New Car Prices Stall Sales

Average transaction prices dip as incentives grow.

Nancy Dunham, Principal Analyst/Retail

March 19, 2024

2 Min Read
Slow
EV prices continue to fall, slowing sales.Getty Images

New vehicle average transaction prices (ATP) dipped slightly in February, but consumers still face affordability challenges, according to Kelley Blue Book, a division of Cox Automotive.

Between January and February, ATPs dropped less than one-tenth of 1 percent. The average transaction price of a new vehicle in the U.S. was $47,244 last month, down 2.2% from February 2023 and down 5.4% from the market peak in December 2022, reports KBB.  Still, new-vehicle prices in the U.S. remain higher by nearly 14% compared to February 2021. 

 “While everyone may applaud that prices are coming down, even marginally for the moment, affordability is still challenging the market,” says Cox Automotive executive analyst Erin Keating. “Most shoppers have not seen their incomes increase as quickly as vehicle prices, so affording a new vehicle remains difficult.”  

One reason for the dipping prices is manufacturers’ new-vehicle incentives. In February, those incentives averaged 5.9% of transaction price, up from 5.7% in January and significantly higher than the average of 3.1% recorded in February one year ago.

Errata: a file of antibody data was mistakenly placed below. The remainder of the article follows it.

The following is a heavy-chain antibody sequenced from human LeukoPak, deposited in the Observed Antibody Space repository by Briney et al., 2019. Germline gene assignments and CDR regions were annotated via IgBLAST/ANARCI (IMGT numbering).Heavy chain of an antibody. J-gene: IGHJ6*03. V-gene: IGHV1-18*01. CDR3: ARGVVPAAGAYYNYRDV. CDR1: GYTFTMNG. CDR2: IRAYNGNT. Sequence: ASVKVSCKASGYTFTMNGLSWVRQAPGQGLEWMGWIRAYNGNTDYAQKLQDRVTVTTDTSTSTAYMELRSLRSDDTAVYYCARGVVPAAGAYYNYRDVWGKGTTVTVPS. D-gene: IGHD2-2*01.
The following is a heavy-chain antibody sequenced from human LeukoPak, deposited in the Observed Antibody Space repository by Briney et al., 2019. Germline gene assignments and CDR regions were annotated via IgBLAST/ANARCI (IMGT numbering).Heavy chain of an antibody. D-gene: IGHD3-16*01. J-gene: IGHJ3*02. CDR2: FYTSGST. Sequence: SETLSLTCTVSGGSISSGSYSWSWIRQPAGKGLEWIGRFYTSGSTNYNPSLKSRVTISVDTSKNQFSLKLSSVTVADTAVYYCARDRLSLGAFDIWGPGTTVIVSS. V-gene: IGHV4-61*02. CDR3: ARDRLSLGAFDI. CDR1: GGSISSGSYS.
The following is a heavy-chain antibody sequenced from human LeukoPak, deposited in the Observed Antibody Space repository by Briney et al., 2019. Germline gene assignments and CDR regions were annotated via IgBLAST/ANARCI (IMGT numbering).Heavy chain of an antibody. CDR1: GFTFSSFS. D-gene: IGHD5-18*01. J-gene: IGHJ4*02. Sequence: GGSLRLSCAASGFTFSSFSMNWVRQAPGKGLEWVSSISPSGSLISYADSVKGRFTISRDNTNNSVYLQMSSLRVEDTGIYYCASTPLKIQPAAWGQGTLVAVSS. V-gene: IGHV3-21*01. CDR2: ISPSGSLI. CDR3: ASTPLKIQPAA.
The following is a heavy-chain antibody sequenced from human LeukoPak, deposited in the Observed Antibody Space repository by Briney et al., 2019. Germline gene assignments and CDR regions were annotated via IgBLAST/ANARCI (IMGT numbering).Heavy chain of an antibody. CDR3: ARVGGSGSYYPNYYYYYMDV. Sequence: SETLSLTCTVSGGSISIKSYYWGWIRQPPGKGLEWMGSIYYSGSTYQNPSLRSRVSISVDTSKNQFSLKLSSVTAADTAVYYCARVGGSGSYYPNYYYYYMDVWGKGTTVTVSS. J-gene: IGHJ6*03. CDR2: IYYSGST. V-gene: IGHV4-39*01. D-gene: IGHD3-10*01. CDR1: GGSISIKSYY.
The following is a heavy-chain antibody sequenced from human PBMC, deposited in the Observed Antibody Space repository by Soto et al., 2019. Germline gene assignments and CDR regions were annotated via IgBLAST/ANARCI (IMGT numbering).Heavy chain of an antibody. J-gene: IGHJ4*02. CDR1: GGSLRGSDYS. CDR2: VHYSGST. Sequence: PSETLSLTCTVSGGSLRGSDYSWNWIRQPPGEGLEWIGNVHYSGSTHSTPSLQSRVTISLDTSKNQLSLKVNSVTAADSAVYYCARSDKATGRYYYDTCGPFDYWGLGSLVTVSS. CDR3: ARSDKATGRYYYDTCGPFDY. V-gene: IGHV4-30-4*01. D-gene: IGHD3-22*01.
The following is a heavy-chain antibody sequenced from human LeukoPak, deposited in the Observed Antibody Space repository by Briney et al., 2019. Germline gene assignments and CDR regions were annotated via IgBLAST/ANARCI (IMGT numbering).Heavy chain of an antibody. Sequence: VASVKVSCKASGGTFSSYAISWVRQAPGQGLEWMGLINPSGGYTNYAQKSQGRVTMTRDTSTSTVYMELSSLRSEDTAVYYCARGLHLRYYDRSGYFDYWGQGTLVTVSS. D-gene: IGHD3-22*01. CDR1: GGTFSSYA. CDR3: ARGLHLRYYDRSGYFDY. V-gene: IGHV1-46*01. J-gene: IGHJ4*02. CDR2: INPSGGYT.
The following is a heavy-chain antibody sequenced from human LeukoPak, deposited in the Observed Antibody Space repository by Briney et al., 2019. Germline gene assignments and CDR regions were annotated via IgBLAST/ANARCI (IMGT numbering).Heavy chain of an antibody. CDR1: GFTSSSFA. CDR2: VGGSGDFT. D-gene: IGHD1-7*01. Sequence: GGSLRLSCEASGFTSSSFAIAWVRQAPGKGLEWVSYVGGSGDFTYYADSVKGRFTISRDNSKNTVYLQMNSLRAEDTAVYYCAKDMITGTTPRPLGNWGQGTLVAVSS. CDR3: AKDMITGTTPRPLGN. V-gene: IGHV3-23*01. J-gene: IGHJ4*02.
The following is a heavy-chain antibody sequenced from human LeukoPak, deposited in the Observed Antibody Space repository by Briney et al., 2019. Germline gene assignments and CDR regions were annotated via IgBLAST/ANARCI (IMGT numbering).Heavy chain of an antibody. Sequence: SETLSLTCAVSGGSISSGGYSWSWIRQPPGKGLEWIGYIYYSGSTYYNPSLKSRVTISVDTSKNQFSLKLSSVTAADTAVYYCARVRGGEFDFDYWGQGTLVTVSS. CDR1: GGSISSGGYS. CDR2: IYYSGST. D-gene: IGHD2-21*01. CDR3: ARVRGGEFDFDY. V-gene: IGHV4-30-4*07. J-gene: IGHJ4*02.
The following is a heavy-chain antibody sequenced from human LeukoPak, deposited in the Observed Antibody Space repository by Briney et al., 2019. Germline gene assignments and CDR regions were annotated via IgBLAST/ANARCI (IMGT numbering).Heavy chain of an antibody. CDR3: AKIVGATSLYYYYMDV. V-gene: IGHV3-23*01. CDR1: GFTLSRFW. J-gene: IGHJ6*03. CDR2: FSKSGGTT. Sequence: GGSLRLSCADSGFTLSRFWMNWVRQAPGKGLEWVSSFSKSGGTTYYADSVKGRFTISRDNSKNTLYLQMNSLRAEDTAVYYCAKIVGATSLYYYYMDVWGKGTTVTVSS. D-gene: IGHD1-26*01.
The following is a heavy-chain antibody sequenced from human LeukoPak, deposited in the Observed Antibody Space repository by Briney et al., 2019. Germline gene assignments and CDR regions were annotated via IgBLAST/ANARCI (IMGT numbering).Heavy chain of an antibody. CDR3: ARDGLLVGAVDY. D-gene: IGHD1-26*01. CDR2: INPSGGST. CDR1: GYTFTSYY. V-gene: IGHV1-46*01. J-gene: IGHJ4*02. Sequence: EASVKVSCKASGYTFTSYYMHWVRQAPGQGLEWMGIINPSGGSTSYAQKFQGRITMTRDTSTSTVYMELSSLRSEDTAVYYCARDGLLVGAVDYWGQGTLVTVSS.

That’s in contrast to September 2022, when incentives hit bottom – 2.1% of ATP. Since that time, incentives have increased along with dealers’ inventories.

 In February, incentives in the luxury market averaged 6.1% of ATP, down from January but nearly twice the level seen one year ago. Non-luxury vehicle incentives averaged 5.9% in February, up from 5.5% in January. Non-luxury vehicle ATPs last month were $44,052, virtually unchanged from January when prices were estimated at $44,062. 

 Other points from the Cox report:

  • Of the roughly 275 different models available in the U.S. market in February, only nine had transaction prices below $25,000.  

  • The ATP for an electric vehicle in February was $52,314, down from a revised $54,863 in January.  

  • Incentive packages continue to be highest with Infiniti, Audi, Mini, and Polestar, all over 10% of the ATP, according to Kelley Blue Book estimates. 

  • Lexus, Toyota, Porsche and Land Rover had some of the lowest incentives last month, all 3.0% or lower. Incentives at Land Rover averaged only 2.0% of ATP, according to the Kelley Blue Book estimates. Still, the average price paid for a new Land Rover last month was over $102,000.  

“Our research continues to show that price remains a significant barrier for consumer adoption,” says Stephanie Valdez Streaty, director of industry insights at Cox Automotive. “While the higher inventory levels and increased competition continue to drive down the price premium of EVs, it’s important to acknowledge that EVs remain priced above mainstream non-luxury vehicles by nearly 19%.” 

 

 

About the Author(s)

Nancy Dunham

Principal Analyst/Retail, WardsAuto

Nancy Dunham is a former staff member or contributor to NADA publications, US News & World Report, Automotive News, MotorTrend and other automotive and general interest publications.
Contact her at [email protected] or

https://www.linkedin.com/in/nancydwrites/.

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